Similarly, Moliere depicts complete male dominance through words and actions. The character of Arnolphe is used to bring out the theme of oppression of women. Arnolphe’s dialogue and soliloquys are used for this purpose. For example, he controls the upbringing of Agnes and restricts her right to modern education. Arnolphe says, “A wife who writes knows more than can be good for her.”  This excerpt of Arnophe’s speech shows that the society presented in the play saw educated women as unsuitable wives. Arnolphe acts as a “director” when he says, “A trusty soldier knows his place, however hard, and shows obedience to the captain of the guard; a valet serves his master, and a child obeys his father, and a priest does what the bishop says”  . In this speech, Moliere metaphorically compares the inferior ranks of professions to women and the superior to men in French household. This quote also shows that hierarchy and domination exist in all parts of the French society as presented in the play. The God-like figure of Arnolphe is often portrayed throughout the play as he says “She never should presume to look him in the face- Except if he looks kind, and smiles at her with grace.”  It also suggests that the admiration that men receive from women and society is like a myth or action that is supposed to be done disregards to the individual person. The Maxims of Marriage mentioned in Act III Scene II of the play is the portrayal of male domination in French Renaissance society. Each maxim topic depicts the traits expected by the husband in an ideal wife. For instance, the maxim states that a good wife must not “dress to tease” or “must never play cards  “. The wives must obey the maxim as a bible whether they want to or not. Through this, Moliere portrays a French domestic household and complete male dominance in a marriage.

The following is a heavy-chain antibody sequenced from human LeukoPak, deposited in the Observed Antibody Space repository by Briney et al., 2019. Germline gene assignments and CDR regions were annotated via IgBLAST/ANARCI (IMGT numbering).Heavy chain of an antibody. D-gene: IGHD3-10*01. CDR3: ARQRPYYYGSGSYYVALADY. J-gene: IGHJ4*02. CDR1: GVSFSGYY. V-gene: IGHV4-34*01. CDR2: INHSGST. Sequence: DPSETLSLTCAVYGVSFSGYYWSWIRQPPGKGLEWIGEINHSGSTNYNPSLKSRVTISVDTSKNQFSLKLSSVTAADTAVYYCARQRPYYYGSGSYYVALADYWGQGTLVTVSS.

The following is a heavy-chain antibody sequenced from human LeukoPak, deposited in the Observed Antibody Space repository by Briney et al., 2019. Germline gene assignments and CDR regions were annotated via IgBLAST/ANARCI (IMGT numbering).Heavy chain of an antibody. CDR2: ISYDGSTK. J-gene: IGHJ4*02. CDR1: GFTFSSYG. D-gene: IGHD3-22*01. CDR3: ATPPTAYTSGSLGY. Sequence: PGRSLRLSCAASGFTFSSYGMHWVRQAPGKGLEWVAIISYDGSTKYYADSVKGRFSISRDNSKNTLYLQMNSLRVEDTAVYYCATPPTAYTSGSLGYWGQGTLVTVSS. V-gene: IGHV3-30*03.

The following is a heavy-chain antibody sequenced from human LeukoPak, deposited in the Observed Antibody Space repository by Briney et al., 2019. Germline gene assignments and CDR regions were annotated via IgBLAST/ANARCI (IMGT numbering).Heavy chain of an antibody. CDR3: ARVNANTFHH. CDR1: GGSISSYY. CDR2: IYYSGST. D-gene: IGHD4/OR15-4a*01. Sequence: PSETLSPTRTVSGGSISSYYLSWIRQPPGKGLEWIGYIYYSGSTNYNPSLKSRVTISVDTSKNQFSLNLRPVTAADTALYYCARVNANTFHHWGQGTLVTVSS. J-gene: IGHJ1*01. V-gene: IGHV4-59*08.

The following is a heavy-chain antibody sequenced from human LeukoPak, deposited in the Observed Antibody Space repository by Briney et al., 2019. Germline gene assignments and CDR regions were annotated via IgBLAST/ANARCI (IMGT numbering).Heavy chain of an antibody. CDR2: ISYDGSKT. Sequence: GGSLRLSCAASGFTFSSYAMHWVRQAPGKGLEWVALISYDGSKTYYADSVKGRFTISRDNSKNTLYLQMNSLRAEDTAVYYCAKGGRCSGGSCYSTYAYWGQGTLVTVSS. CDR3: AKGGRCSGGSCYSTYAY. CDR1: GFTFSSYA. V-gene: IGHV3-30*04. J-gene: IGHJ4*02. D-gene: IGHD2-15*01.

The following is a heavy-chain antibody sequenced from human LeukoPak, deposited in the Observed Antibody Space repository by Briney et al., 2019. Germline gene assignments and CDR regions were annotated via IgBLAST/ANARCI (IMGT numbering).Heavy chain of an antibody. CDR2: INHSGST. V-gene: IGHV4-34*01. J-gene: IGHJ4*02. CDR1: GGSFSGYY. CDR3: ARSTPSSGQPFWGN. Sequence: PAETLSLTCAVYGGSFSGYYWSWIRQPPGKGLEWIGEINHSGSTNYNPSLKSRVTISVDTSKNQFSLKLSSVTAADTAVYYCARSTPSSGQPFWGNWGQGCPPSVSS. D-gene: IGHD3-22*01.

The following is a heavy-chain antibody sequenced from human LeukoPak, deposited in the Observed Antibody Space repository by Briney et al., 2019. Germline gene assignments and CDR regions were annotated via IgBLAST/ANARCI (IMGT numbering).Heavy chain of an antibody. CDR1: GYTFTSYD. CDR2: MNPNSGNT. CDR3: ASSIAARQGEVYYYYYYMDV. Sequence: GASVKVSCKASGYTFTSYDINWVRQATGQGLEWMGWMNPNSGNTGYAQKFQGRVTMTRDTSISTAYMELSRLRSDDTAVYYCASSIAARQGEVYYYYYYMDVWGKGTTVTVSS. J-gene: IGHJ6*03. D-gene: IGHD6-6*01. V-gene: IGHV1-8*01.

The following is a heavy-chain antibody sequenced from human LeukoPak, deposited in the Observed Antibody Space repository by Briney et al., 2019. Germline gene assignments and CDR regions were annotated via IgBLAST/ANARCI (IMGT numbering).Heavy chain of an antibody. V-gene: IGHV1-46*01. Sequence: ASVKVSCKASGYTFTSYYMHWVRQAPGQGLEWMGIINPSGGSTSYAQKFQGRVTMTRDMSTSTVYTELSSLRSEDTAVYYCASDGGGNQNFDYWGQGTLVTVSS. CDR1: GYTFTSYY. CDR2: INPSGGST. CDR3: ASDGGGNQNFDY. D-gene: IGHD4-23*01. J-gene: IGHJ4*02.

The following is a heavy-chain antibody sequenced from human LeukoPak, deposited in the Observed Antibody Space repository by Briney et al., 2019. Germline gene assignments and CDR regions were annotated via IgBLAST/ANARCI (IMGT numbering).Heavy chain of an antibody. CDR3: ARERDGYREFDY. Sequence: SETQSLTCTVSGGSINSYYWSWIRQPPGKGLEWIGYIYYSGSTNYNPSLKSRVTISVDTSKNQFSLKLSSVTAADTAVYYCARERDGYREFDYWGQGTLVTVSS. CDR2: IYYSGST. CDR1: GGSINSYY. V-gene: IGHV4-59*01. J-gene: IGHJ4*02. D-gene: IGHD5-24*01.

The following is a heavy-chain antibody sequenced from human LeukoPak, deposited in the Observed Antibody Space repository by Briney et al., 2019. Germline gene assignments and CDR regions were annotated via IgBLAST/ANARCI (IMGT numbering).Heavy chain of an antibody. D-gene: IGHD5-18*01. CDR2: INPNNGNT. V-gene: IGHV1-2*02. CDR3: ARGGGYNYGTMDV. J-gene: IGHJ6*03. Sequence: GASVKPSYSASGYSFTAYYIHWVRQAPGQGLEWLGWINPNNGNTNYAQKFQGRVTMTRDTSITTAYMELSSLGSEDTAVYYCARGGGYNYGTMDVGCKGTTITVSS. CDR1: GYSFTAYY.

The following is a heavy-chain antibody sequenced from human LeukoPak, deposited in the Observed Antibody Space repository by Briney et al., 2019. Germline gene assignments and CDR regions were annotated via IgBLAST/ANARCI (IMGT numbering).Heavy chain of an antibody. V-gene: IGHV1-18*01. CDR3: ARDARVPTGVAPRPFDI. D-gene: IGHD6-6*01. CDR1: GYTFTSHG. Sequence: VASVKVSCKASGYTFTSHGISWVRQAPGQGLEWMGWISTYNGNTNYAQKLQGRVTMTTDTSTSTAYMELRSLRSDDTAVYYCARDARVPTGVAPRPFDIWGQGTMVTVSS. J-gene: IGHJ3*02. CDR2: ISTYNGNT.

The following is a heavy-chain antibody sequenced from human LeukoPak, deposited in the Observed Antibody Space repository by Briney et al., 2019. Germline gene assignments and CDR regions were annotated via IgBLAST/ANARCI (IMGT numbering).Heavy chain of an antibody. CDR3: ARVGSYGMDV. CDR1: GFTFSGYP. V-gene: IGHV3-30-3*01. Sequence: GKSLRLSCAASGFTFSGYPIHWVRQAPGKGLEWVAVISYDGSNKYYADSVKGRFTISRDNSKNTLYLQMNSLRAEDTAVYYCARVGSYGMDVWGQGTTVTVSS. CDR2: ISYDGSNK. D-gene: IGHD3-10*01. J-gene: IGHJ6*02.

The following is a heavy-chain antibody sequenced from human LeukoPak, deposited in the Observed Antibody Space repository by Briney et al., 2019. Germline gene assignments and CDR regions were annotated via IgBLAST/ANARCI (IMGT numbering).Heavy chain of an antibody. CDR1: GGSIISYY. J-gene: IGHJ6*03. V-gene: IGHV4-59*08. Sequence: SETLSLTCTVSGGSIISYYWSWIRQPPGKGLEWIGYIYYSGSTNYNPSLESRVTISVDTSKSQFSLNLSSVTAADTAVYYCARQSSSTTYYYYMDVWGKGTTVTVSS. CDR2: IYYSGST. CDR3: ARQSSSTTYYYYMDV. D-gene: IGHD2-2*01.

Another technique of the playwrights in portraying male domination is through characterization and the different traits between the male and female characters. In Ghosts, Mrs. Alving and Mr. Manders are the two extreme opposite characters. Ibsen makes Mr. Manders a dutiful priest who represents conservative society while he makes Mrs. Alving a widow who represents modern beliefs and radical thoughts. This characterization technique is a tool enabling the male characters to influence the female characters. By doing this, Ibsen portrays various conflicting beliefs and ideas that exist in the Norwegian society: conservative and unorthodox.